The Defense Department is pursuing the development of bird-like and insect-sized flying robots to give troops more overhead surveillance options in future conflicts. By 2015, the Air Force intends to field an avian robot that can operate semi-autonomously for a week to detect harmful chemicals and explosives. It will have a two-foot wingspan and the ability to perch to collect video data and recharge onboard batteries.
Scientists have figured out how to make small aircraft fly and even hover by using flapping wings. But enabling those drones and their fixed-wing counterparts to alight safely on rooftops and phone wires remains one of the toughest technical hurdles.
"The important part is the landing gear," said Bhargav Gajjar, president of Vishwa Robotics and Automation LLC, a firm based in Brighton, Mass. Under a contract with the Air Force Research Laboratory, he has developed bird-like feet and claws to do the job.
Drawing inspiration from Leonardo da Vinci's study of birds and flight, Gajjar investigated the muscles and tendons in avian feet.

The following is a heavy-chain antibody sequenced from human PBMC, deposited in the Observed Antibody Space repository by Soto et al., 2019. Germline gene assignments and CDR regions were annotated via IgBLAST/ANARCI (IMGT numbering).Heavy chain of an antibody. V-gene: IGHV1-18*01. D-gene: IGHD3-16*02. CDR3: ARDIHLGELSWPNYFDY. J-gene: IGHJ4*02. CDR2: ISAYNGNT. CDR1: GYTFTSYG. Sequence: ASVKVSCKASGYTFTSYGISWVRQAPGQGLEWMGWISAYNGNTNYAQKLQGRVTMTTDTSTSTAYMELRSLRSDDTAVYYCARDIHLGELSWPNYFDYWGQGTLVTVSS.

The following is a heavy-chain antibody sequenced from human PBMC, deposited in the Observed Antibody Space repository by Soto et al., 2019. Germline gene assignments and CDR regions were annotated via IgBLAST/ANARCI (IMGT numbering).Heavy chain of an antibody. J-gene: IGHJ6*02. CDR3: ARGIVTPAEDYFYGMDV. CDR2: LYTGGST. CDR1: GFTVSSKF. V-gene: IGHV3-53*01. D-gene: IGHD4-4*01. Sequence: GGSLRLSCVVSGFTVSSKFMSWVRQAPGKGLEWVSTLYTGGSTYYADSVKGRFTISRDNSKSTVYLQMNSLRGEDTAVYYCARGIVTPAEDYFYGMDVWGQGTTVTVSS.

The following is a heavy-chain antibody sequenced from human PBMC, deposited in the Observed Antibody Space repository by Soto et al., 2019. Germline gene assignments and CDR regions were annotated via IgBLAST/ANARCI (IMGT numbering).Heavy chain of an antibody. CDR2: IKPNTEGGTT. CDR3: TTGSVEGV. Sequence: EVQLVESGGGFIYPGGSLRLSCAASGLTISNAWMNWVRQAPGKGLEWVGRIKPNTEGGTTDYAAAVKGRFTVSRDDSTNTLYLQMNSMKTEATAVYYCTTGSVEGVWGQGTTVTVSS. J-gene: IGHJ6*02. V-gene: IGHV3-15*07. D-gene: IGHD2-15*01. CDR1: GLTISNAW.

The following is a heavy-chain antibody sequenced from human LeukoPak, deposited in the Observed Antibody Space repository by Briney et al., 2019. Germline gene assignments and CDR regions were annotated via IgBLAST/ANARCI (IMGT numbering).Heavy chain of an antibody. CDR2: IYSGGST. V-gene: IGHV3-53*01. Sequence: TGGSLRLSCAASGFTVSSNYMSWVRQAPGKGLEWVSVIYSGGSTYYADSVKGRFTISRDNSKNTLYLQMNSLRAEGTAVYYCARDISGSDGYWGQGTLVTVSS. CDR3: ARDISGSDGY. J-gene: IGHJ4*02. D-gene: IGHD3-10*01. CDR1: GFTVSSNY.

"It's all about muscles," he said. "How do birds' muscles grab this quickly? How do they stay perched? "
Gajjar began copying the structures into robotic mechanisms composed of gears, springs and levers that could operate without electrical motors.
"The entire idea is to use mechanical systems instead of electrical systems to perch, but use electrical systems to unperch and walk around," he said.
Mimicking how birds land has proven difficult.
"Ever seen a bird perch? They do these high-stall maneuvers, where they lift their heads up with their wings out, and they gently perch," Gajjar said.
"It's easy to perch when you fly very slowly," he pointed out. The trick is landing when the robotic bird swoops in at high speeds.
"The control involved is very non-linear and it's very fast, even too fast for a small microprocessor," so the only option is to crash land the robot, he said. Gajjar tackled the challenge of making lightweight landing gear strong enough to withstand the crash and also allow the vehicle to "stick."
Over a period of six to eight months, he built 20 different foot-and-claw prototypes, many as long as the palm of' the human hand. He incorporated everything from small hooks to sticky pads that would allow a bird-sized air vehicle to decelerate and stop in a given area.
"If you use hooks, you cannot grab onto circular objects very well. …